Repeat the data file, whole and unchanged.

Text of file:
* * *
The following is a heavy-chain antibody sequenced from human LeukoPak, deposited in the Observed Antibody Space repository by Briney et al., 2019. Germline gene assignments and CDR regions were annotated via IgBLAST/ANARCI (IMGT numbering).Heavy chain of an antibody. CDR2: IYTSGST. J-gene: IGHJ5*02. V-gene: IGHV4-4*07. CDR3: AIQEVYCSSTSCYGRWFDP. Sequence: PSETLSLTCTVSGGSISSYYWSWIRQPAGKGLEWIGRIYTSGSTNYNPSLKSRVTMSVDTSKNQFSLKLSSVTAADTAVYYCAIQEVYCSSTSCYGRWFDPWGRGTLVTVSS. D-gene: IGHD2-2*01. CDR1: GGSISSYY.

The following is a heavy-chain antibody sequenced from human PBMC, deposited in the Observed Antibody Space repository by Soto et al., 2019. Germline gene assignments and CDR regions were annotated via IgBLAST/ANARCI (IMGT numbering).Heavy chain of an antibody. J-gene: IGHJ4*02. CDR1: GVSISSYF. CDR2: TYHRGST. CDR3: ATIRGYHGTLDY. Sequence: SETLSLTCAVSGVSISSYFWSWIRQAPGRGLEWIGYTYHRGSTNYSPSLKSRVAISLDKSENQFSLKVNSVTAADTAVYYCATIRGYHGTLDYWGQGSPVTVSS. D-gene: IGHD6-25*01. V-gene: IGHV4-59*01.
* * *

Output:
The following is a heavy-chain antibody sequenced from human LeukoPak, deposited in the Observed Antibody Space repository by Briney et al., 2019. Germline gene assignments and CDR regions were annotated via IgBLAST/ANARCI (IMGT numbering).Heavy chain of an antibody. CDR2: IYTSGST. J-gene: IGHJ5*02. V-gene: IGHV4-4*07. CDR3: AIQEVYCSSTSCYGRWFDP. Sequence: PSETLSLTCTVSGGSISSYYWSWIRQPAGKGLEWIGRIYTSGSTNYNPSLKSRVTMSVDTSKNQFSLKLSSVTAADTAVYYCAIQEVYCSSTSCYGRWFDPWGRGTLVTVSS. D-gene: IGHD2-2*01. CDR1: GGSISSYY.

The following is a heavy-chain antibody sequenced from human PBMC, deposited in the Observed Antibody Space repository by Soto et al., 2019. Germline gene assignments and CDR regions were annotated via IgBLAST/ANARCI (IMGT numbering).Heavy chain of an antibody. J-gene: IGHJ4*02. CDR1: GVSISSYF. CDR2: TYHRGST. CDR3: ATIRGYHGTLDY. Sequence: SETLSLTCAVSGVSISSYFWSWIRQAPGRGLEWIGYTYHRGSTNYSPSLKSRVAISLDKSENQFSLKVNSVTAADTAVYYCATIRGYHGTLDYWGQGSPVTVSS. D-gene: IGHD6-25*01. V-gene: IGHV4-59*01.